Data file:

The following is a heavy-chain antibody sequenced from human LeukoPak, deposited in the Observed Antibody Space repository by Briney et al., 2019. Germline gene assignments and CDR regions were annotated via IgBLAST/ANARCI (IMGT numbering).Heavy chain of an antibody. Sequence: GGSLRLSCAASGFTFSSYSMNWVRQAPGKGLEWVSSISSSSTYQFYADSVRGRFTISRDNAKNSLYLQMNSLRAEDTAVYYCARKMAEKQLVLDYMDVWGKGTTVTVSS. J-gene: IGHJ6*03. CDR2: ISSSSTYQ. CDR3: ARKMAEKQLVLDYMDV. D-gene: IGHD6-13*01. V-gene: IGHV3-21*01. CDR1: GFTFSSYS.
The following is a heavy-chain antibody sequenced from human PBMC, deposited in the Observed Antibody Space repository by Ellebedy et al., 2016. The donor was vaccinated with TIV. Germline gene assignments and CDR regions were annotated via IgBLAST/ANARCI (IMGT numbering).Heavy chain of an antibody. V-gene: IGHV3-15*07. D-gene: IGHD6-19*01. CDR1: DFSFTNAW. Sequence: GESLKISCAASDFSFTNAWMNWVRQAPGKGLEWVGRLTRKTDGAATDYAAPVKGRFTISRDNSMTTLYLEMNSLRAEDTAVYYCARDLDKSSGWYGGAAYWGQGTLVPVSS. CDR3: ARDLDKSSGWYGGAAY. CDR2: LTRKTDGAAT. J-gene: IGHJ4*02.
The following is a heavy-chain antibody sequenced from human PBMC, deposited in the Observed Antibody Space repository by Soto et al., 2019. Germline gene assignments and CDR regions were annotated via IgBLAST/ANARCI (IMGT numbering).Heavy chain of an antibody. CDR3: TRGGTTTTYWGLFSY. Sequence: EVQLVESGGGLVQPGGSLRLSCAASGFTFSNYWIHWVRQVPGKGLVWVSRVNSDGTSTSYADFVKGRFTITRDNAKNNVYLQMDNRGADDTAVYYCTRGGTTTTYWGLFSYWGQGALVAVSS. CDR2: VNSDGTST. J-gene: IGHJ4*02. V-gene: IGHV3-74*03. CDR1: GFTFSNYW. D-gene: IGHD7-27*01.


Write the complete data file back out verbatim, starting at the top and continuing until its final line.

The following is a heavy-chain antibody sequenced from human LeukoPak, deposited in the Observed Antibody Space repository by Briney et al., 2019. Germline gene assignments and CDR regions were annotated via IgBLAST/ANARCI (IMGT numbering).Heavy chain of an antibody. Sequence: GGSLRLSCAASGFTFSSYSMNWVRQAPGKGLEWVSSISSSSTYQFYADSVRGRFTISRDNAKNSLYLQMNSLRAEDTAVYYCARKMAEKQLVLDYMDVWGKGTTVTVSS. J-gene: IGHJ6*03. CDR2: ISSSSTYQ. CDR3: ARKMAEKQLVLDYMDV. D-gene: IGHD6-13*01. V-gene: IGHV3-21*01. CDR1: GFTFSSYS.
The following is a heavy-chain antibody sequenced from human PBMC, deposited in the Observed Antibody Space repository by Ellebedy et al., 2016. The donor was vaccinated with TIV. Germline gene assignments and CDR regions were annotated via IgBLAST/ANARCI (IMGT numbering).Heavy chain of an antibody. V-gene: IGHV3-15*07. D-gene: IGHD6-19*01. CDR1: DFSFTNAW. Sequence: GESLKISCAASDFSFTNAWMNWVRQAPGKGLEWVGRLTRKTDGAATDYAAPVKGRFTISRDNSMTTLYLEMNSLRAEDTAVYYCARDLDKSSGWYGGAAYWGQGTLVPVSS. CDR3: ARDLDKSSGWYGGAAY. CDR2: LTRKTDGAAT. J-gene: IGHJ4*02.
The following is a heavy-chain antibody sequenced from human PBMC, deposited in the Observed Antibody Space repository by Soto et al., 2019. Germline gene assignments and CDR regions were annotated via IgBLAST/ANARCI (IMGT numbering).Heavy chain of an antibody. CDR3: TRGGTTTTYWGLFSY. Sequence: EVQLVESGGGLVQPGGSLRLSCAASGFTFSNYWIHWVRQVPGKGLVWVSRVNSDGTSTSYADFVKGRFTITRDNAKNNVYLQMDNRGADDTAVYYCTRGGTTTTYWGLFSYWGQGALVAVSS. CDR2: VNSDGTST. J-gene: IGHJ4*02. V-gene: IGHV3-74*03. CDR1: GFTFSNYW. D-gene: IGHD7-27*01.